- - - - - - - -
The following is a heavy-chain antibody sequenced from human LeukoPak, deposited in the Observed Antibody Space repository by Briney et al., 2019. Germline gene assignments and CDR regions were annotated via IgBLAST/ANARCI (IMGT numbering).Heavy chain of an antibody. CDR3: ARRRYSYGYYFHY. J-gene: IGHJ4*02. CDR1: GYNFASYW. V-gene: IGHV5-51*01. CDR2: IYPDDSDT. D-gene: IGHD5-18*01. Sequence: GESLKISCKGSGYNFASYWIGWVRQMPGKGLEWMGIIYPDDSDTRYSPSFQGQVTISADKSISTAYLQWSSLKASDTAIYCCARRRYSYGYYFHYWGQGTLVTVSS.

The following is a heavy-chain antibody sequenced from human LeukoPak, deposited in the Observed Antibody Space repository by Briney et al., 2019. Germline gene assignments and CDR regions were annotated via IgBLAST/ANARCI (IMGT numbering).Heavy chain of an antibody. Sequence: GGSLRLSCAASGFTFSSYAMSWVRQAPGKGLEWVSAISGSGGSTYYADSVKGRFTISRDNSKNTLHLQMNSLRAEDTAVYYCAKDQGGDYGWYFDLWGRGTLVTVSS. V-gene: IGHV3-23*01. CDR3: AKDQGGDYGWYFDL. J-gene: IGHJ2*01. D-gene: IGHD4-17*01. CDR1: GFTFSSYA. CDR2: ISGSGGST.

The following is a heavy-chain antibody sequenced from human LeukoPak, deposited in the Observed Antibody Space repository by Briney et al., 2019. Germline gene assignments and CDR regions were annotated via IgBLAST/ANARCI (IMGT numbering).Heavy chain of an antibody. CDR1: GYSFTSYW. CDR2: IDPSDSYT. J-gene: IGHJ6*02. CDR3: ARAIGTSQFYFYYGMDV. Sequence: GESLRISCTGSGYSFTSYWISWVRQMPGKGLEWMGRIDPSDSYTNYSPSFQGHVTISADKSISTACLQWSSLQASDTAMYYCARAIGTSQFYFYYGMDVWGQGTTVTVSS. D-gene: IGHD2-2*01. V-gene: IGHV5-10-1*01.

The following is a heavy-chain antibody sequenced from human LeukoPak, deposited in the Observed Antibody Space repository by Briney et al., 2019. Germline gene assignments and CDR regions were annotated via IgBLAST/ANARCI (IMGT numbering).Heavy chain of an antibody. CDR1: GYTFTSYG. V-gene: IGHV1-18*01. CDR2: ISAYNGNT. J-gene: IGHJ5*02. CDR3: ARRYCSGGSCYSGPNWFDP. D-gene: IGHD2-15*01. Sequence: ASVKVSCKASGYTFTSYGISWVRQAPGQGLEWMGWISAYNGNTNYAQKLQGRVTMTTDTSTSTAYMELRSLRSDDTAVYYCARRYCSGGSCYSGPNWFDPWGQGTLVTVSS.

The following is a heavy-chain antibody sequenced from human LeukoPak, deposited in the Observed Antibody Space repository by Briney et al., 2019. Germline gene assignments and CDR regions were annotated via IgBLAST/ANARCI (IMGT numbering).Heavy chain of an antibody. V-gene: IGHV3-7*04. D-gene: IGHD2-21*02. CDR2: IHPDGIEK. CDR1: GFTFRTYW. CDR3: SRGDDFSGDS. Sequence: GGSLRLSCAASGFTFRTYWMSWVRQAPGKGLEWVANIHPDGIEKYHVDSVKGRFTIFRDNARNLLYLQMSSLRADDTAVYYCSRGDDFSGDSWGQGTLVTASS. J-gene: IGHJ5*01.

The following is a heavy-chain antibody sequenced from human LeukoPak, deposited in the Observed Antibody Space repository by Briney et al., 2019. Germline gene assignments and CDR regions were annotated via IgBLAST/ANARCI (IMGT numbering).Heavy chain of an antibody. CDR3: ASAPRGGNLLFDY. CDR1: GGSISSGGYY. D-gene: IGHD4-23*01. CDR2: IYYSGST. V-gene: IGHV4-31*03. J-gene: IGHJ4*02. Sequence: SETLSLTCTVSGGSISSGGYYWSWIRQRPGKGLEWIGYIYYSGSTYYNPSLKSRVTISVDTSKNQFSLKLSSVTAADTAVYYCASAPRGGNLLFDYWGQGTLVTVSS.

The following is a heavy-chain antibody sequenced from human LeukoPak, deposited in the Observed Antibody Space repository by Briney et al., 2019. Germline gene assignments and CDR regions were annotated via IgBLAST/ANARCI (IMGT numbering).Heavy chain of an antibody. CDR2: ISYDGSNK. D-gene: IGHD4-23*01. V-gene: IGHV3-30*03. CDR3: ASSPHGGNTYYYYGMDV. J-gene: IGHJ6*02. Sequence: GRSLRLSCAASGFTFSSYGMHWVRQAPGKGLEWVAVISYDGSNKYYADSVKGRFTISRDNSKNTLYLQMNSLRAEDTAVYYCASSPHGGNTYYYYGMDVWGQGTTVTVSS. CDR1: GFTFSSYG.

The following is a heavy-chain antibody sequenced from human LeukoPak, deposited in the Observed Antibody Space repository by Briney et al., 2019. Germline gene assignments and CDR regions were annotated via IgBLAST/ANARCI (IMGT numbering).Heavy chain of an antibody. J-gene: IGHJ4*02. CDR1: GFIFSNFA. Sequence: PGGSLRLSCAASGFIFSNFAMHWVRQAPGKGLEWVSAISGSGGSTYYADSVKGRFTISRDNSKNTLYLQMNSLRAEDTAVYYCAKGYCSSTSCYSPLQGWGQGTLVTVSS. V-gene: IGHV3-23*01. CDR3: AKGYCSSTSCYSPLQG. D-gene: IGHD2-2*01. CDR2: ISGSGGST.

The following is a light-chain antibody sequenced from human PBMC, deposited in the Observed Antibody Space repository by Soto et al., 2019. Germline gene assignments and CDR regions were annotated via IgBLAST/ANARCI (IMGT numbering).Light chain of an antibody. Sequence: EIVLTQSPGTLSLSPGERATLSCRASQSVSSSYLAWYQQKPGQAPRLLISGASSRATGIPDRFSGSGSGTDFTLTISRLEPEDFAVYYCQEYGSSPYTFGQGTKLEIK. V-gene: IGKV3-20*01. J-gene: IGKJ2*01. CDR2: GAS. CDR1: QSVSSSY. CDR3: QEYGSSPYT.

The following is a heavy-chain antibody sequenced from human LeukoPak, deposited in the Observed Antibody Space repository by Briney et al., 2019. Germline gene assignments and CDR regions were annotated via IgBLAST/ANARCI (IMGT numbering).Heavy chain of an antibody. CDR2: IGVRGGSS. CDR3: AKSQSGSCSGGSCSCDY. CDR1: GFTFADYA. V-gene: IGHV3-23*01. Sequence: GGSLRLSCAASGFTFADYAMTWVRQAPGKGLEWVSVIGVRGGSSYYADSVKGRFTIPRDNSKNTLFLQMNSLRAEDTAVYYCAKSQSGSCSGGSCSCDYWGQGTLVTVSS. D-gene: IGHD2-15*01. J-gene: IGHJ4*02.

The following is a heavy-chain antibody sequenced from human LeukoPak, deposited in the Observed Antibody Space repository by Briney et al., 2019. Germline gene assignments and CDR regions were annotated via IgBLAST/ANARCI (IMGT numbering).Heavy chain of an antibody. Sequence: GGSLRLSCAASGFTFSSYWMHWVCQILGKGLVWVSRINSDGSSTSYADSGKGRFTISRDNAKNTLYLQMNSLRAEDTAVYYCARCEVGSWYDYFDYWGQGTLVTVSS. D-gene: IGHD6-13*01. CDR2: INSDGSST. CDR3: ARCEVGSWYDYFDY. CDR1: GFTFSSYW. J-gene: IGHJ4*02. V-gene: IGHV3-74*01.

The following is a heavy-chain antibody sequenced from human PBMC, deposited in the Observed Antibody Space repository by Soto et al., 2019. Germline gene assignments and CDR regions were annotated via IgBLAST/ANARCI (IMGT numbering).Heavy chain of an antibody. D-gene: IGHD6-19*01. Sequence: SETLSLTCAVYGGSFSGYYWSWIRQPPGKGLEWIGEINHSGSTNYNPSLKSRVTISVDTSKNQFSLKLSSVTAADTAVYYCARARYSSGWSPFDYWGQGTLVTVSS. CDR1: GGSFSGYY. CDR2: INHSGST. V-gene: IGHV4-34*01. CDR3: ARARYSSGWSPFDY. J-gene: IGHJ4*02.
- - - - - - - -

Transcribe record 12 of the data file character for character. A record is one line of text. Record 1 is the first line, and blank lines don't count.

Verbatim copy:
The following is a heavy-chain antibody sequenced from human PBMC, deposited in the Observed Antibody Space repository by Soto et al., 2019. Germline gene assignments and CDR regions were annotated via IgBLAST/ANARCI (IMGT numbering).Heavy chain of an antibody. D-gene: IGHD6-19*01. Sequence: SETLSLTCAVYGGSFSGYYWSWIRQPPGKGLEWIGEINHSGSTNYNPSLKSRVTISVDTSKNQFSLKLSSVTAADTAVYYCARARYSSGWSPFDYWGQGTLVTVSS. CDR1: GGSFSGYY. CDR2: INHSGST. V-gene: IGHV4-34*01. CDR3: ARARYSSGWSPFDY. J-gene: IGHJ4*02.